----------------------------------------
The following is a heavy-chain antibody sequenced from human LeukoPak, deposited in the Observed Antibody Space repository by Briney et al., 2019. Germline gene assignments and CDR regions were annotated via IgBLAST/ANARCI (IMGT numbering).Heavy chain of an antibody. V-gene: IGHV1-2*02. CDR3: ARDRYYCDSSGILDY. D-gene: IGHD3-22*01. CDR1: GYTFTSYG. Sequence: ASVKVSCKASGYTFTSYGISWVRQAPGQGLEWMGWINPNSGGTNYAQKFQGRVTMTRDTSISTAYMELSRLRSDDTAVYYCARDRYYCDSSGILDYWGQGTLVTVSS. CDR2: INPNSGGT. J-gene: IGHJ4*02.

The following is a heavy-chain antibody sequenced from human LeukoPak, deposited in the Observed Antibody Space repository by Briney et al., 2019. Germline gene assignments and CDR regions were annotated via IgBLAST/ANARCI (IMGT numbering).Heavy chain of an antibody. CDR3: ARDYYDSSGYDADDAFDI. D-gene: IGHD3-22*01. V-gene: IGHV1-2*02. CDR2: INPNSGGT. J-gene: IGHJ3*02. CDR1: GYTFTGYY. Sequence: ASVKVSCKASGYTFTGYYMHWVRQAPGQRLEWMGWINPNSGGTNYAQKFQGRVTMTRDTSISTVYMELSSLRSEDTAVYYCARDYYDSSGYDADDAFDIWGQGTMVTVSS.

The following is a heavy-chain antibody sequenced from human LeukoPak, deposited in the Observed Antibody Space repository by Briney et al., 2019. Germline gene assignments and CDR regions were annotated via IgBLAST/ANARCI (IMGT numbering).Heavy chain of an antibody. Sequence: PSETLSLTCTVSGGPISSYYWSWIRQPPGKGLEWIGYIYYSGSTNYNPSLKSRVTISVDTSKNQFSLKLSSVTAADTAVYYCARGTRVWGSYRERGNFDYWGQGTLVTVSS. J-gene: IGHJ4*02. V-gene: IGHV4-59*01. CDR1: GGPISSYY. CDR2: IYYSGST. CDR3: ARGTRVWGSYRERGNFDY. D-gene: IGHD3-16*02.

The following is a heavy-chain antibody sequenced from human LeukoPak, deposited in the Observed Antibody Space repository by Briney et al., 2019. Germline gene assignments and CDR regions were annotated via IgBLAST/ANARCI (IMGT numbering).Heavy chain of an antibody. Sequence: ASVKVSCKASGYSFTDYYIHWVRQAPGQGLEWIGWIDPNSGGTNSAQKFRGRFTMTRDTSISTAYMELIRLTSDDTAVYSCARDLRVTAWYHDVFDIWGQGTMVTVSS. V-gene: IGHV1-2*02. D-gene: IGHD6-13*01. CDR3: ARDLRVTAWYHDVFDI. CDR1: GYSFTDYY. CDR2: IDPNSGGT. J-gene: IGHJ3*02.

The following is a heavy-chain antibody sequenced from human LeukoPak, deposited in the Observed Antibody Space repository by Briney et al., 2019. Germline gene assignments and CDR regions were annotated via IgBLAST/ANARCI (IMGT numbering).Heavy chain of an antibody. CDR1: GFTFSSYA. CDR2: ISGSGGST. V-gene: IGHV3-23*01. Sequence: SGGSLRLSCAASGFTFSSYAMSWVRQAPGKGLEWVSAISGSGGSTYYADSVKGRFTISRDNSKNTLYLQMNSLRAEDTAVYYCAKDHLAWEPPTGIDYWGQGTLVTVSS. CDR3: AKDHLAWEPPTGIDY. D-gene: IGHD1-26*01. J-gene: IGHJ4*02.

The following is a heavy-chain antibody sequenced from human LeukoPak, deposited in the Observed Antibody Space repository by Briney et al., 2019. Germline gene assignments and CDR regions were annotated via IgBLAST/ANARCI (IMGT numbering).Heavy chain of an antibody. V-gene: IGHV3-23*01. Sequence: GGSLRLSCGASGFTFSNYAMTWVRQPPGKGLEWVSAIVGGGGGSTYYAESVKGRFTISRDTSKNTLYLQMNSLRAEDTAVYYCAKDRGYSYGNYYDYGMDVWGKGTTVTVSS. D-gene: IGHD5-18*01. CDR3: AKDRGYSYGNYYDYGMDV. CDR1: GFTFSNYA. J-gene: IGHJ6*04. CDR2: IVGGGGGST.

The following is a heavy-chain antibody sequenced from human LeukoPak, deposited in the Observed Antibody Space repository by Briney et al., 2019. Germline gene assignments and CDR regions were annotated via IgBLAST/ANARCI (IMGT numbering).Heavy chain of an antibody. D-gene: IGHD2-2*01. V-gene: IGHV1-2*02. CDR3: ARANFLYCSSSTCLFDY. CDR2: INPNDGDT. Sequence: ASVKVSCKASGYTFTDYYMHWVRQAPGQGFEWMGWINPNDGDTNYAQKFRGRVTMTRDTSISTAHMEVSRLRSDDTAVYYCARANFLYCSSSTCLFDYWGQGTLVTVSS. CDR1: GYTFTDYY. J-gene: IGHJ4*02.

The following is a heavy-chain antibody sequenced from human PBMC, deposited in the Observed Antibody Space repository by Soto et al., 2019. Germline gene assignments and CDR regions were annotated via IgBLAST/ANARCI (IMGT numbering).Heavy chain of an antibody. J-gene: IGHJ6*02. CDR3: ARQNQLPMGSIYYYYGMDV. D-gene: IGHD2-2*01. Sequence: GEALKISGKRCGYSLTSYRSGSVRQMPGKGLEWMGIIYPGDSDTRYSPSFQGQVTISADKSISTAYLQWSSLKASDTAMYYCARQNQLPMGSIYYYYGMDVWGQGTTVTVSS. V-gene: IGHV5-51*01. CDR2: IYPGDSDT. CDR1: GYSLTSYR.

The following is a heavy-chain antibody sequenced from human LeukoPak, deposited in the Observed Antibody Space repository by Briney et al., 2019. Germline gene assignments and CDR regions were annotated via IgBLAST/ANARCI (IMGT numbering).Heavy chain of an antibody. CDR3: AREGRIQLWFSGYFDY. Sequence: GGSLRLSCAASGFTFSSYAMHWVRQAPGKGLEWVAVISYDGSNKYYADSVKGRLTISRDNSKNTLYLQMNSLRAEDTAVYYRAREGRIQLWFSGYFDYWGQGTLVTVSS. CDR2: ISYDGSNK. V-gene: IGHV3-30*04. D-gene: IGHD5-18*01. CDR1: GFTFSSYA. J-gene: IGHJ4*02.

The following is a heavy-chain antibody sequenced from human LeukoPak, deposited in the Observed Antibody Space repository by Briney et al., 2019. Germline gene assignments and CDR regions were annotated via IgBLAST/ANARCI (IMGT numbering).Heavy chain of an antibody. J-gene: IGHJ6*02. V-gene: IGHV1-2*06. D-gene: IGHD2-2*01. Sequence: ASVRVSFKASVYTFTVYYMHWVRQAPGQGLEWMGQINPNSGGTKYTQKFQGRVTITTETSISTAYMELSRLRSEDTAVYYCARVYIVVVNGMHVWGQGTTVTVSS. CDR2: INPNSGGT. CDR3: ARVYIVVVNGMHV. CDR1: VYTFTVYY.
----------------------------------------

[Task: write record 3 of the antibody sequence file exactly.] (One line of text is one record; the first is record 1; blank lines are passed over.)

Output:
The following is a heavy-chain antibody sequenced from human LeukoPak, deposited in the Observed Antibody Space repository by Briney et al., 2019. Germline gene assignments and CDR regions were annotated via IgBLAST/ANARCI (IMGT numbering).Heavy chain of an antibody. Sequence: PSETLSLTCTVSGGPISSYYWSWIRQPPGKGLEWIGYIYYSGSTNYNPSLKSRVTISVDTSKNQFSLKLSSVTAADTAVYYCARGTRVWGSYRERGNFDYWGQGTLVTVSS. J-gene: IGHJ4*02. V-gene: IGHV4-59*01. CDR1: GGPISSYY. CDR2: IYYSGST. CDR3: ARGTRVWGSYRERGNFDY. D-gene: IGHD3-16*02.